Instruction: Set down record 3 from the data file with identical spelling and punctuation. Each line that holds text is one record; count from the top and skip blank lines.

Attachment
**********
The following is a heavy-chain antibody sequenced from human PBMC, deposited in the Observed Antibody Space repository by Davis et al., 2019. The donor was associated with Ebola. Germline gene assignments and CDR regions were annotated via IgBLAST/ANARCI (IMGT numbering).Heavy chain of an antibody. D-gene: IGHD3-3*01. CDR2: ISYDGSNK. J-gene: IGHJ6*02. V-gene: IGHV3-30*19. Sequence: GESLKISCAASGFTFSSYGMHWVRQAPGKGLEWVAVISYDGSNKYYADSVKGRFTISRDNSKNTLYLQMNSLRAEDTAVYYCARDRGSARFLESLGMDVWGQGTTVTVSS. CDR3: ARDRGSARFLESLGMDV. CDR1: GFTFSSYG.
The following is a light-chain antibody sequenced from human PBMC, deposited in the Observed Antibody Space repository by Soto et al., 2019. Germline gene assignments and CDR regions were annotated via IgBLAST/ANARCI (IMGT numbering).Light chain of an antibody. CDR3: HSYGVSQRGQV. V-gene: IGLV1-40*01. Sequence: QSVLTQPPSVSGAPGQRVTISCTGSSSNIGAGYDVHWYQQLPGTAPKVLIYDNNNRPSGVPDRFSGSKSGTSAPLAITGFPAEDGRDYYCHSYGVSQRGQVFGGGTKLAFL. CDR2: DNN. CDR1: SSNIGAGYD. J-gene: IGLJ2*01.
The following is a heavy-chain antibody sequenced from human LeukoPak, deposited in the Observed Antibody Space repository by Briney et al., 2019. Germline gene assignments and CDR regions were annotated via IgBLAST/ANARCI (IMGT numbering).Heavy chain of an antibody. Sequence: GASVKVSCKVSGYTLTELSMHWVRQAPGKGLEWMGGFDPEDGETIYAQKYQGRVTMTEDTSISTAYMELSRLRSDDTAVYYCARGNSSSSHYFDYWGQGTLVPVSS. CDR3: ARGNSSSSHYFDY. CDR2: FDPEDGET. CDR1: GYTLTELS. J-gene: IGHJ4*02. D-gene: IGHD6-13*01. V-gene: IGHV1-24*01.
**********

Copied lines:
The following is a heavy-chain antibody sequenced from human LeukoPak, deposited in the Observed Antibody Space repository by Briney et al., 2019. Germline gene assignments and CDR regions were annotated via IgBLAST/ANARCI (IMGT numbering).Heavy chain of an antibody. Sequence: GASVKVSCKVSGYTLTELSMHWVRQAPGKGLEWMGGFDPEDGETIYAQKYQGRVTMTEDTSISTAYMELSRLRSDDTAVYYCARGNSSSSHYFDYWGQGTLVPVSS. CDR3: ARGNSSSSHYFDY. CDR2: FDPEDGET. CDR1: GYTLTELS. J-gene: IGHJ4*02. D-gene: IGHD6-13*01. V-gene: IGHV1-24*01.